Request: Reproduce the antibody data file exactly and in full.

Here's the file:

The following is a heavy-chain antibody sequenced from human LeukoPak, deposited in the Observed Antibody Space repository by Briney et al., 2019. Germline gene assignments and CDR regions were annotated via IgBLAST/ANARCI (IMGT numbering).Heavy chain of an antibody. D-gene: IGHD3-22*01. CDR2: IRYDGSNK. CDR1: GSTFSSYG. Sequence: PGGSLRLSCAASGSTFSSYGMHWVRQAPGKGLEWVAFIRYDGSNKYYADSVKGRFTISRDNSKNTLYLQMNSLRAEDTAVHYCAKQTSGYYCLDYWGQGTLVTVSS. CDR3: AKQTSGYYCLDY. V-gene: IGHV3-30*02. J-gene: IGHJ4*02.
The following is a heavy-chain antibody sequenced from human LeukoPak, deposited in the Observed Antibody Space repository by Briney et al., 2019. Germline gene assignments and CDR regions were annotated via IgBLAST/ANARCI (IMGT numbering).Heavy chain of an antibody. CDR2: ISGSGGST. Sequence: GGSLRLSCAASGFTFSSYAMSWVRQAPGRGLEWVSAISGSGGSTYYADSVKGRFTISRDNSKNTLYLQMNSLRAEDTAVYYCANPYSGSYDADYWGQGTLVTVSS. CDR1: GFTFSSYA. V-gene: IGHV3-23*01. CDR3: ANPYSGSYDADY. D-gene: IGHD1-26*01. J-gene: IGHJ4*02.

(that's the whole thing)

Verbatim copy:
The following is a heavy-chain antibody sequenced from human LeukoPak, deposited in the Observed Antibody Space repository by Briney et al., 2019. Germline gene assignments and CDR regions were annotated via IgBLAST/ANARCI (IMGT numbering).Heavy chain of an antibody. D-gene: IGHD3-22*01. CDR2: IRYDGSNK. CDR1: GSTFSSYG. Sequence: PGGSLRLSCAASGSTFSSYGMHWVRQAPGKGLEWVAFIRYDGSNKYYADSVKGRFTISRDNSKNTLYLQMNSLRAEDTAVHYCAKQTSGYYCLDYWGQGTLVTVSS. CDR3: AKQTSGYYCLDY. V-gene: IGHV3-30*02. J-gene: IGHJ4*02.
The following is a heavy-chain antibody sequenced from human LeukoPak, deposited in the Observed Antibody Space repository by Briney et al., 2019. Germline gene assignments and CDR regions were annotated via IgBLAST/ANARCI (IMGT numbering).Heavy chain of an antibody. CDR2: ISGSGGST. Sequence: GGSLRLSCAASGFTFSSYAMSWVRQAPGRGLEWVSAISGSGGSTYYADSVKGRFTISRDNSKNTLYLQMNSLRAEDTAVYYCANPYSGSYDADYWGQGTLVTVSS. CDR1: GFTFSSYA. V-gene: IGHV3-23*01. CDR3: ANPYSGSYDADY. D-gene: IGHD1-26*01. J-gene: IGHJ4*02.